CTP has the burden of proving Respondent’s liability by a preponderance of the evidence. 21 C.F.R. § 17.33. After considering the evidence of record, I find that CTP has provided sufficient evidence, which Respondent has failed to successfully rebut, that Respondent sold covered tobacco product to a minor and failed to verify the age of the covered tobacco purchaser on June 19, 2019, at approximately 6:35 PM, in violation of 21 C.F.R. § 1140.14(b)(1) and 21 C.F.R. § 1140.14(b)(2)(i).
The facts as outlined above, establish that Respondent’s actions constitute a violation of law and I conclude that Respondent is liable under the Act.
CTP may seek an NTSO when it finds five or more repeated violations of the applicable regulations over a 36-month period. 21 U.S.C. § 333(f)(8); TCA § 103(q)(1)(a); see Food & Drug Admin., Civil Money Penalties & No-Tobacco-Sale Orders For Tobacco Retailers: Guidance for Industry, 5-6 (Dec. 2016), (December 2016 Guidance), available at http://www.fda.gov/downloads/TobaccoProducts/Labeling/RulesRegulationsGuidance/UCM252955.pdf (last visited Sept. 23, 2020).
In the present NTSO action, CTP counted repeated violations that occurred within the 36-month period that included February 18, 2018 to June 19, 2019. Respondent originally violated 21 C.F.R. § 1140.14(b)(1), the proscription against selling covered tobacco to a minor, on July 29, 2017. Respondent then repeated that violation on February 18, 2018, June 30, 2018, November 24, 2018, and June 19, 2019. Respondent originally violated 21 C.F.R. § 1140.14(b)(2), the requirement to verify through photographic identification that no covered tobacco product purchaser is under the age of 18, on July 29, 2017. Respondent then repeated that violation on February 18, 2018, June 30, 2018, November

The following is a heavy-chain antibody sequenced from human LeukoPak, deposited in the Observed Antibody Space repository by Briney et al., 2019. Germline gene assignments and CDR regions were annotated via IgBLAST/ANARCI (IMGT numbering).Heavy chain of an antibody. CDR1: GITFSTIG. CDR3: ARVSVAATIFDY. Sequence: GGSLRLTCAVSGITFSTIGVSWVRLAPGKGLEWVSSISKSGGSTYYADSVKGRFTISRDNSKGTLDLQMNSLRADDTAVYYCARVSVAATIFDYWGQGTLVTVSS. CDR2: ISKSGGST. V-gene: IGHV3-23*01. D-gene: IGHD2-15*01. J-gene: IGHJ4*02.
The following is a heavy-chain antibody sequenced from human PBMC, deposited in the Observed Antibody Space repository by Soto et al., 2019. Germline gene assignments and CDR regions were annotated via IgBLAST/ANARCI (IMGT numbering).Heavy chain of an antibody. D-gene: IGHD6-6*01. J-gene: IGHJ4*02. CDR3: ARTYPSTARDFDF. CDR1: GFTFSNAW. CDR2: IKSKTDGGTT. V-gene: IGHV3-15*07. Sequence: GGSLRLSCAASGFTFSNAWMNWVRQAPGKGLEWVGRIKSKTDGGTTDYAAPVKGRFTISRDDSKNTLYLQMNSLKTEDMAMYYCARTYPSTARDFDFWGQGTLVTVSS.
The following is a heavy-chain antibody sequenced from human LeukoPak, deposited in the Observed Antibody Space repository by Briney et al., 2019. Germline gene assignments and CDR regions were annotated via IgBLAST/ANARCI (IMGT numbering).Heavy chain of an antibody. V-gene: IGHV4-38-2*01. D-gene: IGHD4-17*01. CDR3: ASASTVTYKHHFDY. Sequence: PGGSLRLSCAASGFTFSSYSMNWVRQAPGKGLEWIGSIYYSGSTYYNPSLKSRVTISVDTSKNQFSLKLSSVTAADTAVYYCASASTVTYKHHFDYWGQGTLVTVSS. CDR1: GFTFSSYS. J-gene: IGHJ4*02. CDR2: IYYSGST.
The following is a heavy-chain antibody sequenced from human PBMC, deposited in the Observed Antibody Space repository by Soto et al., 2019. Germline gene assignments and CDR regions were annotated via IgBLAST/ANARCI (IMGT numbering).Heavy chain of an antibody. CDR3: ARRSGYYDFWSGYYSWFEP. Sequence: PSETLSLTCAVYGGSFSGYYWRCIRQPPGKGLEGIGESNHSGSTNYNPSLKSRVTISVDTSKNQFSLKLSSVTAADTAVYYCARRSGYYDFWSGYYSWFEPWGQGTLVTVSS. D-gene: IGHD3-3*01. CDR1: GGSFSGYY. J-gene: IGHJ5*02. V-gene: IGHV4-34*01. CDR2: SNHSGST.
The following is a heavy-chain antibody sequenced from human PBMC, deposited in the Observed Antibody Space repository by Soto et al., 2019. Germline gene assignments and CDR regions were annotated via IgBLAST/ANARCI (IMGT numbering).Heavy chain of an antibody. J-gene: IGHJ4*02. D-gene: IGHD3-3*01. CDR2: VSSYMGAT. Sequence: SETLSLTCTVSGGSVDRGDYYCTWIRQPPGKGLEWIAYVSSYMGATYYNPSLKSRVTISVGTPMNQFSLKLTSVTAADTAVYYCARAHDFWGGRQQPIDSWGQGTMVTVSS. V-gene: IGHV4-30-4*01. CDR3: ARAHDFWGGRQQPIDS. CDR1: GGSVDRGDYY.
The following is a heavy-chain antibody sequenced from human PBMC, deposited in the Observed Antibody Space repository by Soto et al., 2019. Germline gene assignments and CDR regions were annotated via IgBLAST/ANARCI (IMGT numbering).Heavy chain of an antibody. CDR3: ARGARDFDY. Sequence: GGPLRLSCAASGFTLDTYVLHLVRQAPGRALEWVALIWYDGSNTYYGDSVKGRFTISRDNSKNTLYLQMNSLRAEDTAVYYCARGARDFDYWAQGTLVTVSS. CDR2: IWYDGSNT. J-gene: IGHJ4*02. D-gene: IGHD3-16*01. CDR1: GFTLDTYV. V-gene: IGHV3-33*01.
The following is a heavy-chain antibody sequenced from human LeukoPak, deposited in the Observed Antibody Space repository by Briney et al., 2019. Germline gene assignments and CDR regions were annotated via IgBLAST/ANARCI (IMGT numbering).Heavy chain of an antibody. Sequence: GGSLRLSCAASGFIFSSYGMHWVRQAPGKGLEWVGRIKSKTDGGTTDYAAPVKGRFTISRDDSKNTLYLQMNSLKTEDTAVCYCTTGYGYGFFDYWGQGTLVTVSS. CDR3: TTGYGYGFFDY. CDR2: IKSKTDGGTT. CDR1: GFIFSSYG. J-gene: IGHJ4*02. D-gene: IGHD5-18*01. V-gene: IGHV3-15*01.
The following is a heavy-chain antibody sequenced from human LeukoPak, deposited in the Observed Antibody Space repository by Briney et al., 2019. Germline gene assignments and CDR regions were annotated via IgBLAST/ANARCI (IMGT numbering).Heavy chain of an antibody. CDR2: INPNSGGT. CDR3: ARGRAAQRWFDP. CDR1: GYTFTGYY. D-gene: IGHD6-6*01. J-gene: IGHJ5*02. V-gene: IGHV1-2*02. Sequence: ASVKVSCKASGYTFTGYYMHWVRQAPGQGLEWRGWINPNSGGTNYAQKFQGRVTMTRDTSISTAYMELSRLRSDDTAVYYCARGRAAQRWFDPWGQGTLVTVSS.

24, 2018, and June 19, 2019. Accordingly, Respondent has repeatedly violated the regulatory requirements at least eight times within a 36-month period.
I now turn to whether a 30-day NTSO is appropriate in this case.
1. Determining Appropriate Length of NTSO
When determining the appropriate duration of an NTSO, I am required to take into account “the nature, circumstances, extent and gravity of the violations and, with respect to the violator, ability to pay, effect on ability to continue to do business, any history of prior such violations, the degree of culpability, and such other matters as justice may require.” 21 U.S.C. § 333(f)(5)(B). Further, when determining whether to “compromise, modify, or terminate” an NTSO, I must “consider whether the retailer has taken effective steps to prevent violations of the minimum age requirements for the sale of tobacco products.” TCA § 103(q)(1)(G), (F)(i)-(iv). These steps include: